ECB Watch – Praet says inflation rise may be slower

by: Nick Kounis

The ECB’s Chief Economist Peter Praet signalled that the central bank’s exit from its super-accommodative monetary policy would be a slow process given the possibility of a slower rise in inflation. The commentary, in an interview with Reuters, confirms the message from President Draghi’s speech earlier in the week, but is generally more explicit. He makes a number of points:

Inflation upswing might be slower – Peter Praet signalled that there is increasing evidence of more slack, which could lead to a ‘shallower’ recovery in inflation. Although it needs to be confirmed, he said that the Governing Council already had ‘strong evidence of a strong labour supply reaction’ and ‘it is clear that if you believe that the degree of slack is higher, then the process of convergence (of inflation) to below, but close to, 2% over the medium term would be drawn out.’

Net asset purchases likely to be wound down after September 2018 – ‘There is a convergence between market expectations and our intended end date, with the optionality… markets don’t expect us to continue the APP much longer’.

There will be a tapering period – ‘we will gradually bring net asset purchases to an end’ and ‘markets expect us to avoid cliff effects’.

Communication of QE exit might be later – ‘It can’t be on the very last day, but I argue that it shouldn’t be too early, either. There are not too many Governing Council meetings between now and then’. These comments seem to suggest that July (as well as June) is an option for the communication about the wind down of net asset purchases.

Rate guidance to be more explicit – ‘once you stop net asset purchases the signaling aspect of the asset purchase program disappears and you therefore have to be much more precise about the future path of the short term rates’. Mr Praet suggested that the main aim of that will be to keep rate hike expectations in check, saying that ‘as in the past, we will ensure that monetary policy controls the short end of the yield curve’.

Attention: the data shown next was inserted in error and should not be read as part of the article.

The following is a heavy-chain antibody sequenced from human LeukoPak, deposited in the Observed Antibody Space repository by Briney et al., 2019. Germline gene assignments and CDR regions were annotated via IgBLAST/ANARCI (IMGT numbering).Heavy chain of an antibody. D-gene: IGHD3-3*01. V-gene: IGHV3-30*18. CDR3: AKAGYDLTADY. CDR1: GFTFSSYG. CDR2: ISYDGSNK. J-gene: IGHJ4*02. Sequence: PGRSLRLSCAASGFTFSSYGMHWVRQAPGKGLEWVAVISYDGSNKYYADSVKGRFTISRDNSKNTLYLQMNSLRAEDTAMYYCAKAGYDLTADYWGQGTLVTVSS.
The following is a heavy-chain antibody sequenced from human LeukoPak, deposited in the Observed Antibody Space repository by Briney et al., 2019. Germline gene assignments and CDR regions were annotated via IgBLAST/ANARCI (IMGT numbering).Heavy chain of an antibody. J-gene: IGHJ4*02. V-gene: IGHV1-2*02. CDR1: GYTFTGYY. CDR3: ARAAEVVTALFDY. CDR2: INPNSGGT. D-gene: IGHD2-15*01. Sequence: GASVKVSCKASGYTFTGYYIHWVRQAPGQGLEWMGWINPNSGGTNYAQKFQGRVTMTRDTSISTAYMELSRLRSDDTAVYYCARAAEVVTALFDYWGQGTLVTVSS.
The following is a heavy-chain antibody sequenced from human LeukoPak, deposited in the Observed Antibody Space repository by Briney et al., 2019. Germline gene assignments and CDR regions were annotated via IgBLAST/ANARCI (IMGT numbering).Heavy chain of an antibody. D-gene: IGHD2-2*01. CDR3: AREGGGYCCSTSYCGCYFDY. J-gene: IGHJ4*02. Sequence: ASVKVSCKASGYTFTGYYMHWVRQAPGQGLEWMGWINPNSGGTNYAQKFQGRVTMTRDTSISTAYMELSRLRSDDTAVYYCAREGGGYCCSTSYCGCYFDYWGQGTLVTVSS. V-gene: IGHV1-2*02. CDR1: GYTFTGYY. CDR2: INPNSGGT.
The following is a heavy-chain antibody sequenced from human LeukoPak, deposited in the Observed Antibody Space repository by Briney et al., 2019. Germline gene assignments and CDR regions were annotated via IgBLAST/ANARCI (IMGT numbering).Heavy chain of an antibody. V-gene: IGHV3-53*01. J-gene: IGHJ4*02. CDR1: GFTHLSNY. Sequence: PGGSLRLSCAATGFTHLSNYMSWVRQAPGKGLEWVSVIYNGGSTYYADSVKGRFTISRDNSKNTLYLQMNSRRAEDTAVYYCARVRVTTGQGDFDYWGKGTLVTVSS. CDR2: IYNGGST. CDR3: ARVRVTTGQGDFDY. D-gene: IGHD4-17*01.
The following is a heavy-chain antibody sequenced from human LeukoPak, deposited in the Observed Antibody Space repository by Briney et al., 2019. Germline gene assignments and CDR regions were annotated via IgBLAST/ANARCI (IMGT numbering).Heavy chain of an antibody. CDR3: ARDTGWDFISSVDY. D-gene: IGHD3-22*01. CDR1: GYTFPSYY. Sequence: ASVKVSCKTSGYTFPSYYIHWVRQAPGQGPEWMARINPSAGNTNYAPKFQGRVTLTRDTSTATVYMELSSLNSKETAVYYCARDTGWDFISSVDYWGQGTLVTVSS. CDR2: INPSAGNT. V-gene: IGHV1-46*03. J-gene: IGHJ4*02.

Although Peter Praet is perhaps the most dovish member of the Governing Council, as Chief Economist he plays a key role in presenting both the economic analysis and the policy prescription to his colleagues. We remain comfortable with our base case following these comments. We continue to think that the ECB will set out a clear roadmap for the end of its asset purchase programme in June. We expect a tapering period of 6 months (3 months EUR 20bn p/m and 3 months EUR 10bn p/m). We do not expect the first rate hike to follow until the second half of next year (10bp in September and another 10bp in December). We expect the ECB to maintain or even strengthen its forward guidance on interest rates in June. The chances that the communication changes will come instead in July have increased.